A swim teacher and a wealthy businessman are married after a brief courtship. A charming war hero falls in love with this newly-married woman, after her husband abandons her on their honeymoon for the sake of a business meeting.
Cynthia is swept off her feet and marries a rich and very successful business executive, but business affairs make him abandon her during their honeymoon. Cynthia is sad and while he's away, meets the charming war hero, Maj. Milvaine, who is on leave. Sparks fly. Will she choose wealth over love? Written by
For 1945 with the Code firmly in place this film was quite daring in its subject matter. But the Esther Williams audience only wanted to see Esther in a bathing suit in or out of the water and Thrill of a Romance gave the viewer plenty of both.
Esther is a swimming instructor at a public pool in Los Angeles and driving by one day is Howard Hughes like tycoon Carleton G. Young. He puts on quite the campaign and they wed.
But Young is far more interested in business and while at a resort hotel on their honeymoon, Carleton gets called away to Washington on a big deal. We know what his priorities are. So Esther is an unconsummated bride alone on her honeymoon, when up pops war hero Van Johnson.
So for a week she and Van keep each other company and look pretty sad all the while.
Now Thrill of a Romance was not advertised to be Hamlet, but I found the premise here to be way to silly. But with lots of shots of Esther wet and dry and music by Tommy Dorsey's Orchestra and Lauritz Melchior of the Metropolitan Opera we had a whole lot of music of every taste. A highlight is a drum solo by Buddy Rich who after Frank Sinatra left as the band's vocalist, was Dorsey's main attraction.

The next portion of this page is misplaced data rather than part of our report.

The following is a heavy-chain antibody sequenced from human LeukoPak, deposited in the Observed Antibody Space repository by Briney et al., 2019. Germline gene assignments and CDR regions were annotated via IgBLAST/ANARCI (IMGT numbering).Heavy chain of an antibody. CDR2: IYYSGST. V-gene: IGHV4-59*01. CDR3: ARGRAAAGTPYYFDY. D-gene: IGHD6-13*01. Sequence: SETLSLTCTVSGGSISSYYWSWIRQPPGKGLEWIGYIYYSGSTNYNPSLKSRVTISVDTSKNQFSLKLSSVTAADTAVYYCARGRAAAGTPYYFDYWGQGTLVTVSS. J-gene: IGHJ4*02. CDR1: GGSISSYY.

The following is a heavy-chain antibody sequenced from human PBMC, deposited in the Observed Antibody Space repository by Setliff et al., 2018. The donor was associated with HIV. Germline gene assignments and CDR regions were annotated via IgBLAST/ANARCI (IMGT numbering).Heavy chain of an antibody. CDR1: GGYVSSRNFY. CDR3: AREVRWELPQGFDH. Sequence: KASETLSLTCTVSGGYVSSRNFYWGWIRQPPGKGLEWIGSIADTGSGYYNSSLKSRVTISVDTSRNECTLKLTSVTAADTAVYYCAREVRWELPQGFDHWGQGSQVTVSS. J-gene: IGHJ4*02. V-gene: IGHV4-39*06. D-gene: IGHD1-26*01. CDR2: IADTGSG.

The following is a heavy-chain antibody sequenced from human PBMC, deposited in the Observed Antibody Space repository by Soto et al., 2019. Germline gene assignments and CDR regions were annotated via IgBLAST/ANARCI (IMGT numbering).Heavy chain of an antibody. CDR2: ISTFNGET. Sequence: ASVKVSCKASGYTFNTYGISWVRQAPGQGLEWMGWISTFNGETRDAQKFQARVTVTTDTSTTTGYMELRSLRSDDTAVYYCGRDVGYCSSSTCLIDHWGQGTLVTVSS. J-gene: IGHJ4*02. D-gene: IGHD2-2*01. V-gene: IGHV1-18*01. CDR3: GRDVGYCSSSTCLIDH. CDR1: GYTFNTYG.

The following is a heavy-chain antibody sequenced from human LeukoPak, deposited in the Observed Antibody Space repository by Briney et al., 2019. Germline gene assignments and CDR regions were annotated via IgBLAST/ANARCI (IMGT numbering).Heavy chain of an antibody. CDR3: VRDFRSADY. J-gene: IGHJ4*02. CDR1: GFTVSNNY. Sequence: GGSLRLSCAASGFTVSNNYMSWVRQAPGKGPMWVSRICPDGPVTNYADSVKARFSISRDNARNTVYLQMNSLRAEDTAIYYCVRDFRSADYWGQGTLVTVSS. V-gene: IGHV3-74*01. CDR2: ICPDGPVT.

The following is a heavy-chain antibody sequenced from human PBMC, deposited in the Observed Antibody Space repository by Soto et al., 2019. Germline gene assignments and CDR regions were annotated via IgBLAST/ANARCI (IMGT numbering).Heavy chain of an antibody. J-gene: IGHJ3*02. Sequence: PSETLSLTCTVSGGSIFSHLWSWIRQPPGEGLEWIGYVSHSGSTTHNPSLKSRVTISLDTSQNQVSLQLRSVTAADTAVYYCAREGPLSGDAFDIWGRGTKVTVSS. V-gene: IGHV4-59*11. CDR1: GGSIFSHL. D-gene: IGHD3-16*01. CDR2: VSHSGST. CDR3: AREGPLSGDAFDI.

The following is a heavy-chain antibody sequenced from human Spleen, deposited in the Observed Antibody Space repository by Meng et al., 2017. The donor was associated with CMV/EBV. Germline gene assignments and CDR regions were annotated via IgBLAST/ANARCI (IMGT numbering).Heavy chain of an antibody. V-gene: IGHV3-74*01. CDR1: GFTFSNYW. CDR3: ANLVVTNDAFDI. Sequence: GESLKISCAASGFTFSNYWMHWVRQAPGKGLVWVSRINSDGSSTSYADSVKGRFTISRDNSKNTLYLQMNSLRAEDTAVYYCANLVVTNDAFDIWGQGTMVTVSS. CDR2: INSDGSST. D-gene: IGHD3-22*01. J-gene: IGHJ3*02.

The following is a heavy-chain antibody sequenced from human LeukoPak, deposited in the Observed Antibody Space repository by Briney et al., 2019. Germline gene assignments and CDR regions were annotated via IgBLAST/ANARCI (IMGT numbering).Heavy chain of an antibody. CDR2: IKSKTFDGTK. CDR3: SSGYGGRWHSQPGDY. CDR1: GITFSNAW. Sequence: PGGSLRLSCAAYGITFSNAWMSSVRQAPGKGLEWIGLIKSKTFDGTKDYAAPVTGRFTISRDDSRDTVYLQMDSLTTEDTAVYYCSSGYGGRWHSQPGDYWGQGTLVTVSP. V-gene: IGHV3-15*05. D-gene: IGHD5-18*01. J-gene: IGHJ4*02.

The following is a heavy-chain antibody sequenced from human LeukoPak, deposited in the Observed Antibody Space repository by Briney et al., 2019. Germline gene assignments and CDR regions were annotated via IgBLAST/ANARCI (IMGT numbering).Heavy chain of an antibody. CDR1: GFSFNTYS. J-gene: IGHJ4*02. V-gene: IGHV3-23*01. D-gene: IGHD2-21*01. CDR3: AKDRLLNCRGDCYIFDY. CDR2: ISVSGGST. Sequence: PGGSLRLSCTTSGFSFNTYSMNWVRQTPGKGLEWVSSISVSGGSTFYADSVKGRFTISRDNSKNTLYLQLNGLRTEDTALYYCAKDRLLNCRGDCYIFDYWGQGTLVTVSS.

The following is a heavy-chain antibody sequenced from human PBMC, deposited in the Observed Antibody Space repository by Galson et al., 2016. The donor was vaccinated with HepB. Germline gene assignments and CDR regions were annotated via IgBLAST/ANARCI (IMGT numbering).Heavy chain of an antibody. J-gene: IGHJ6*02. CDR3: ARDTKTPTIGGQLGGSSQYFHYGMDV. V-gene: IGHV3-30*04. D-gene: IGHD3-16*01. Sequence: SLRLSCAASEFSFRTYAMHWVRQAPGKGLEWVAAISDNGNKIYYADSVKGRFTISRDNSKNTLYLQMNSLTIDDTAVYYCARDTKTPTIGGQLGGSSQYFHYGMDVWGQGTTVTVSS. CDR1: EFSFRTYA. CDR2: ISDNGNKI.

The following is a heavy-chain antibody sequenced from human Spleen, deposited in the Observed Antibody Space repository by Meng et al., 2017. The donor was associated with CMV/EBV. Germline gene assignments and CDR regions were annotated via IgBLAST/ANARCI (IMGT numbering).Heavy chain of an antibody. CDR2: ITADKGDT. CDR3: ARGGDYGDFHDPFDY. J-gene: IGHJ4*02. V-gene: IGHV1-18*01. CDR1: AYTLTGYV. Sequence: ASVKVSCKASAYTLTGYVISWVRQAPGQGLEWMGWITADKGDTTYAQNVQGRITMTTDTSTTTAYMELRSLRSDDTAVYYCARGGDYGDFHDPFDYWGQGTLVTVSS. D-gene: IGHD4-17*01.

Young Jerry Scott who plays Lyonel a bellboy at the hotel gives a nice lyric tenor interpretation of Because which that year was revived in a big hit record by Perry Como.
Speaking of Sinatra, he recorded a song written for this film I Should Care which was authored by his personal arranger Axel Stordahl and Sammy Cahn. Also sold a few platters back in the day.
Melchior sung a wide range of both classical and popular tunes. And he sort of functioned in the role of a father confessor to both Johnson and Williams. Had this been done at Warner Brothers, Melchior's part would have been played by S.Z. Sakall. Melchior even had the cheeks for it.
It's a nice film, maybe a little too light and too silly for today's audience. But Esther Williams fans got what they wanted.
10 of 11 people found this review helpful.
Was this review helpful to you?